33
    Likes Received:
    37
    Location:
    Hong Kong
    I think Epic will hit back somewhat at ECS within the next year with the work they have been doing with Intel ISPC and their UnrealScript replacement. But yes Unreal Engine internally is an old creaking architecture with Nanite/Lumen lipstick, pitted against Unity trying to 3 point turn its Titanic ship with a habitually late ECS.
     
    iroboto likes this.
  6. iroboto

    iroboto Daft Funk
    Legend Regular Subscriber

    Joined:
    Mar 6, 2014
    Messages:
    13,566
    Likes Received:
    16,623
    Location:
    The North
    if you skip the unrealscript UI bit and go with standard cpp programming, is the core engine still largely single threaded? There is no ECS type package being worked on/or exists that is available on the UE marketplace?
     
    BRiT and Warrick like this.
  7. Lurkmass

    Regular Newcomer

    Joined:
    Mar 3, 2020
    Messages:
    350
    Likes Received:
    392
    ISPC is just a band-aid and doesn't obsolete the need for a good data oriented design as seen in Unity DOTS/ECS. Rebuilding Unity with a native ECS architecture was always going to be a multi-year effort so I'm curious (maybe skeptical) as to how Epic Games will have an equivalent response within the next year when Unity Technologies had a good couple of years of head start now in this area ?

    Even Intel who originally authored ISPC recommends that UE's animation system (over a decade old code) needs to be rewritten with a data oriented design. UE's game framework needs tons of deep changes to it's codebase for it to remain scalable in the future because it's current architecture won't keep up ...
     
    iroboto, BRiT and Warrick like this.
  8. Warrick

    Newcomer

    Joined:
    Jun 5, 2003
    Messages:
    33
    Likes Received:
    37
    Location:
    Hong Kong
    Unreal does have multiple threads in play (rendering is more multi-threaded than it used to be), and a basic job system but nothing to the extent of what I would classify as a fully jobified modern engine architecture - or even close to what Naughty Dog was using over 6 years ago for example. There Unity is definitely ahead of Unreal for now. The UE5 code still very much looks like UE2 code, and its layout is what you would expect to see of a code base that has evolved over so many years. It also of course has been tightly coupled more or less to one specific game type, which has caused friction if you needed to go against that. It's not easy to ditch Unreal's entity system and just go with its renderer for example, plus production/management wouldn't let that happen as it would break the illusion of a project seemingly being 90% done by dropping some shiny assets around a level :p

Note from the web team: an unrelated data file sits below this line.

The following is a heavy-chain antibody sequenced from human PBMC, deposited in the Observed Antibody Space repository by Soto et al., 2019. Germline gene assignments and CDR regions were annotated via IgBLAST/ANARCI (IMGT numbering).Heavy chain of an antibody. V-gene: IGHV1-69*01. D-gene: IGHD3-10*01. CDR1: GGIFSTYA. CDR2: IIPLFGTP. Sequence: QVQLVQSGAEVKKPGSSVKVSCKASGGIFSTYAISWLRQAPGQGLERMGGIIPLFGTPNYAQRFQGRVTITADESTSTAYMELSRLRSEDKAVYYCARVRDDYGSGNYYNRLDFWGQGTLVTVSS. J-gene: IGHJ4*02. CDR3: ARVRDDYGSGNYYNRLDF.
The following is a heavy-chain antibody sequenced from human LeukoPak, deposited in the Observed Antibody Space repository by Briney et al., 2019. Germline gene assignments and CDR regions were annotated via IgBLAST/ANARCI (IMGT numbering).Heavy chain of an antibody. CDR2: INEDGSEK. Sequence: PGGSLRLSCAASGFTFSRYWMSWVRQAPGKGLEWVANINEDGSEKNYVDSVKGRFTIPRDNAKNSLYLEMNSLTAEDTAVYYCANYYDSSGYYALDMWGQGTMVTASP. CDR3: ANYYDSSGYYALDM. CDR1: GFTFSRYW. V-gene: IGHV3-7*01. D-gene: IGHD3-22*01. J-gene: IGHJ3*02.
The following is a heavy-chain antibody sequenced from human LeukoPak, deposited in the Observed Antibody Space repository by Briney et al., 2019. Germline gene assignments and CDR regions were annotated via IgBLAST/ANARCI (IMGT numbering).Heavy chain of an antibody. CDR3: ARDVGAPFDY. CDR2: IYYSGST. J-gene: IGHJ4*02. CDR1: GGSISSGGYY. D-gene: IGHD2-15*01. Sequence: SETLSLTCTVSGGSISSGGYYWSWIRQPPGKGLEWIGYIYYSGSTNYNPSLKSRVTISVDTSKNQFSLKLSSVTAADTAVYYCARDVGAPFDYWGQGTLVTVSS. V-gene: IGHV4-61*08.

I dunno if there is an 'ECS' on Unreal's marketplace, but I don't really see what that would get your over simply using C++ with Unreal if the engine architecture hasn't changed to suit.
     
    iroboto and BRiT like this.
  9. Warrick

    Newcomer

    Joined:
    Jun 5, 2003
    Messages:
    33
    Likes Received:
    37
    Location:
    Hong Kong
    I totally agree that their architecture needs deep reworking that will take time.. But no I wouldn't say a new UnrealScript based around ISPC is band aid. It's partly equivalent to what Unity is trying to with Burst, but you also have to factor Epic's metaverse aspirations in, and their better history with the networking plus scripting/blueprint side of things (And overall they do seem to execute and finish more efficiently than Unity). I think that is more their priority, it is foundational, and they don't care so much about parity with Unity ECS/DOTS marketing hype that mixes together quite a few things and isn't finished (or indeed that loved by every Unity developer).